Er, I'm not sure actually. We can't change the storms or stop them from happening - at least not as an individual. Perhaps collectively we can tame storms slightly by keeping ocean temperatures down. Essentially though, as Marc says in the book, they're going to do what they're going to do, and if you don't ride those waves someone else will. Hmm, that sounds like a cop-out really, doesn't it? But I needed that moral conflict - that was the whole point of the project for me. I saw it as a metaphor for something bigger - for the way our 'comfortable' countries manage to view the world's events only in their own terms. It reflects the way we opt-out of worrying about others when it suits us. That part of the human condition was something I always wanted to write about. In Chasing Dean the characters don't know what to make of it - although they do at least recognise the problems it presents. But then when the waves of their dreams get dangled in front of them they struggle to keep perspective. I had to submit myself to that dilemma in order to write the book and it is hard, and still unresolved for me.
The meteorological stuff in Chasing Dean is genuinely fascinating. Did you have to do a lot of in-depth research on how hurricanes are formed, or is a fascination for the weather just a natural by-product of being a surfer?
I definitely had the prerequisite obsession from my surfing background, but it did still involve a lot of reading up. The trouble then was managing to thin out all the stuff I'd read so that I could reproduce it in a story. I had to use it all in a way that would be interesting for a reader who hadn't chosen to read science books about hurricanes and tropical storms - not to mention the amount of lit that exists about one storm in particular - Katrina, of course. When you have loads of geeky facts stored up you often feel you have to use them somehow - which can sometimes account for the stuff Marc keeps coming out with. But surfers are lay-weathermen for sure, especially up here in the windier reaches of the Atlantic.
There's a beat sensibility to Chasing Dean (it's as much a road trip as a book about surfing) - have writers like Kerouac been an influence? In fact, who are your literary influences?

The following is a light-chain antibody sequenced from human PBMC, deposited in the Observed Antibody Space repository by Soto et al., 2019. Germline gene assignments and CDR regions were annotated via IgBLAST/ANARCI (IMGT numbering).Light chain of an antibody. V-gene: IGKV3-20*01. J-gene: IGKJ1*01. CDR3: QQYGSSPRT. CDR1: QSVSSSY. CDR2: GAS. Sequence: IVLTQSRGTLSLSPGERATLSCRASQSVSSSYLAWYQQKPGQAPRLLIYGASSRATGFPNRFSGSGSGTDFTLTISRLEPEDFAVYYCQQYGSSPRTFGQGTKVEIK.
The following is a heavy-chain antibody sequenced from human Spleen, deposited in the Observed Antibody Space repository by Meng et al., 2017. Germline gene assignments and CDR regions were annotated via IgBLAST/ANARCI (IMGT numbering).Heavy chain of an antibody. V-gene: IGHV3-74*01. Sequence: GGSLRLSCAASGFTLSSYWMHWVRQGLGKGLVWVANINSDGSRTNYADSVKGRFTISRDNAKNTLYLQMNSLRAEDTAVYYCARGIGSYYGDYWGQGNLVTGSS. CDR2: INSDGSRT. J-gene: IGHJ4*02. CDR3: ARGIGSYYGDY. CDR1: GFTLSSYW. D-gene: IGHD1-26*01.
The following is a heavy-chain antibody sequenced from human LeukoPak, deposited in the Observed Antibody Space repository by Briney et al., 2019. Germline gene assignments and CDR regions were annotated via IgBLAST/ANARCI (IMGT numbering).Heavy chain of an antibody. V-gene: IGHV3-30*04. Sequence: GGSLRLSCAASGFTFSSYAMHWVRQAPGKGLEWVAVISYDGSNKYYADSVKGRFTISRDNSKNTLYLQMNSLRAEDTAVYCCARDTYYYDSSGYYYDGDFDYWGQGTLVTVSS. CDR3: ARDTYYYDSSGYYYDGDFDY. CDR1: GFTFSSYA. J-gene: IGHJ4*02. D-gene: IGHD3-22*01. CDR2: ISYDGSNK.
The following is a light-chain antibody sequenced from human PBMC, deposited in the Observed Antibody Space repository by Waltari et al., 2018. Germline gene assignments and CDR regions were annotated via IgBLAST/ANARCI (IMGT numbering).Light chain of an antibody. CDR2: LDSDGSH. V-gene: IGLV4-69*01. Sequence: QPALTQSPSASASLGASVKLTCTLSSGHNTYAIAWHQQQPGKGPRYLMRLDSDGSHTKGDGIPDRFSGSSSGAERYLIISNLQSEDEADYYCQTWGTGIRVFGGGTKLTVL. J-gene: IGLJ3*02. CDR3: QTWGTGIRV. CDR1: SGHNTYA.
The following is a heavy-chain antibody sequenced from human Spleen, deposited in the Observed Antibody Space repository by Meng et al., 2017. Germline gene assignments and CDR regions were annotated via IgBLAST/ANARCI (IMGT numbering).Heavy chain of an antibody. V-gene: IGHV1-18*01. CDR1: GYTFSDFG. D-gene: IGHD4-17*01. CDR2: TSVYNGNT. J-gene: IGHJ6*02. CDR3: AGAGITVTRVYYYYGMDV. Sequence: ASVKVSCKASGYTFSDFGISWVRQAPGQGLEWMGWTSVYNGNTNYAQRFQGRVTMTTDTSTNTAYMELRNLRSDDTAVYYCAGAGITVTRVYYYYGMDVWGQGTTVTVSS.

I think some of those comments have been because of the jazz scenes in the New Orleans sections, although I did deliberately set out to write something that paid homage to Kerouac and other such American writers - particularly the 'lonely' narrator voices in the country's history. That's why my narrator had to hit Cape Cod in particular on his own, because it's part of the American condition - that absorbtion in your own world, and the Cape seemed to me to the be the place where the mindset of the American monomaniac could be at its strongest, or purest. The other reason I love the Beat writers is that they manage to mix travelogue, which in its modern form for some unknown reason is supposed to be non-fiction, with novel writing. I mean, what is On the Road? It's auto-biography, travelogue and novel, at least. I also love Magical Realists - Salman Rushdie, Gabo and those. Haruki Murakami is my favourite writer of all, while in travel writing I rate Jonathan Raban above all others. My favourite book is Moby-Dick. So I think wanderlust and isolation are big themes in anything I like reading.
Is it really true that you were once a private investigator? Tell us about that.
Yes, I did it for over three years. When I left uni the plan was to go into journalism, but then I had a call from a retired senior detective in the Met asking me if I fancied trying 'something else'. They were looking for journalists, paparazzi, retired policemen and other potential talent to induct into the world of the PI. It seemed interesting so I had a go at a few freelance jobs and then it all snowballed from there. They started me out with confiscating maxed-out cheque guarantee cards, investigating assets and serving legal papers, and then I graduated through the levels until, about a year in to the job, I was getting involved in covert surveillance, tracing people and even de-bugging places. Once or twice I also got to wear body-cameras, which apart from 'pretexting' (pretending to be someone else - going undercover effectively) is the most advanced stuff you can do. There's a hell of an underworld out there, and I loved getting to know it. It was what I lived for at one point. Working on rich people was the best - to finish a job and go surfing, knowing that some arrogant millionaire who thought they could do anything had been caught out and was going to get done because of your work! At the moment I haven't put any of it in to my writing, because I'm waiting for the best chance to use that stuff. But I've got some mental stories waiting to be told, I can assure you.
So far you've written two excellent surfing travelogues - what is your next literary project going to be? Another surfing book or a change of direction?